Other news

  • Eye health sector intervenes to stop patients losing sight

    Warnings that hospital initiated delays and cancelled follow up appointments are at crisis point, putting patients' sight at risk, have led to a new cross-sector initiative. It aims to release pressure off the hospital eye health services by treating more people in the community.

    To meet these challenges the Clinical Council for Eye Health Commissioning (CCEHC), representing the major charity, clinical and provider organisations in the sector, has stepped in to launch a new Primary Eye Care Framework1 for eye health services. The Framework will help commissioners address capacity issues in their area by delivering more support in primary care settings, in line with the NHS Five year Forward View.

    The new Framework complements the Community Ophthalmology Framework2, published by the Clinical Council in 2015. It will empower commissioners and providers to release capacity within hospital through a multidisciplinary approach to treat the right patient in the most appropriate service.

    Launching the new framework David Parkins, Chair of the Clinical Council said: “Patients are now at risk of losing their sight because of delayed appointments and capacity pressures. Radical change is needed and we urge all Clinical Commissioning Groups and Local Eye Health Networks to measure their existing services against these frameworks and use them to expand local capacity to meet need as part of their local Sustainability and Transformation Plans.”

    President of The Royal College of Ophthalmologists, Professor Carrie MacEwen, supports the review of services to ease pressure on overstretched hospital eye health services. She said: “It is critical that the ophthalmic sector develops frameworks that support the growing demands made on the multi-disciplinary workforce. This team provides primary and secondary care for patients and we need to ensure that it is delivered through consistent and recognised training and education standards. We advocate the right eye care professional, at the right time and in the right setting.”

    Reference

    1, 2 http://www.college-optometrists.org/en/EyesAndTheNHS/devolved-nations/england/clinical-council-for-eye-health-commissioning/ccehc-framework.cfm

    Notes to editors

    1. Concerns raised by the Royal College of Ophthalmologists, and by MPs in Parliament, led to NHS England organising the country’s first ever high-level eye health summit for NHS commissioners this June.
    2. https://www.england.nhs.uk/2016/06/eye-health-summit-2/
    3. http://www.parliament.uk/business/publications/written-questions-answers-statements/written-question/Commons/2016-06-24/41184
    4. The Clinical Council for Eye Health Commissioning (CCEHC) coordinates leading organisations from across eye health services to offer united, evidence-based clinical advice and guidance to those commissioning and delivering eye health services in England on issues where national leadership is needed. Its member organisations are:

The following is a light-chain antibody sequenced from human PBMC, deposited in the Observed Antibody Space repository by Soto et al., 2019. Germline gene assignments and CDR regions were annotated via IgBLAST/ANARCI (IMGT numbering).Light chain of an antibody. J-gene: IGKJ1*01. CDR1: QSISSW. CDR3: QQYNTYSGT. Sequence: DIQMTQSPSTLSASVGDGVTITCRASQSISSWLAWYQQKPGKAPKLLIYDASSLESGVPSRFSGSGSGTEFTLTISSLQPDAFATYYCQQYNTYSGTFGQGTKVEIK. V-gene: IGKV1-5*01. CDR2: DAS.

VISION 2020 UK

    Read more

  • New CEO for International Glaucoma Association

    Karen Osborn will join the International Glaucoma Association (IGA) as CEO at the end of July 2016. Karen has a strong background in developing both strategy and services for people with visual impairments, having spent the past nine years as CEO for Kent Association for the Blind.

    improving glaucoma treatment, Karen OsbornCommenting on the appointment, Chair of the IGA, Keith Barton says, “Karen stood out in a competitive field as our unanimous choice to lead the IGA.  She has an exceptional record of working with other charities, and we were impressed by her enthusiasm and ideas for the IGA. She has the experience, charisma and strategic outlook to take service provision forward and to enhance our role as a research funder”.

    Karen’s career is firmly rooted in supporting people with complex physical and mental health needs. Having started as a residential worker with MIND, she has since managed rehabilitation and therapeutic services for people with a range of physical, sensory, learning disability and mental health needs at Thrive, and directed volunteer and housing support for a disability charity in London.

    Karen said of her appointment, “I’m delighted to be joining the IGA and I’m looking forward to the challenge of implementing the new strategy and taking glaucoma services and research to the next level”.

    Current CEO Russell Young retires in July having led the organisation for the last three years. Formerly from the pharmaceutical industry, Russell has spent much of his career working with health care professionals and patients focussed on improving glaucoma treatment and care. In his words, “I was fortunate to have been introduced to glaucoma by Mr Pitts Crick, an inspirational teacher and Consultant Ophthalmologist at Kings College Hospital, London, who also founded the International Glaucoma Association”.

    The International Glaucoma Association is the charity for people with glaucoma. Established over 40 years ago, it raises awareness, promotes research related to early diagnosis and treatment, and provides support to patients and all those who care for them. In addition it also part funds the IGA Professor of Ophthalmology for Glaucoma and Allied Studies, Professor David Garway-Heath, at UCL and Moorfields Eye Hospital, London. Other services include: a helpline, patient information, patient support groups, events for professionals and patients, as well as providing grants for research funding. It is run by a board of trustees which represents ophthalmologists, optometrists, ophthalmic nurses and people with glaucoma

    -ends-

    For further information please contact Karen Brewer/Richenda Kew on: 01233 64 81 64 or email: K.Brewer@iga.org.uk or R.Kew@iga.org.uk.

    Read more

2 Item(s)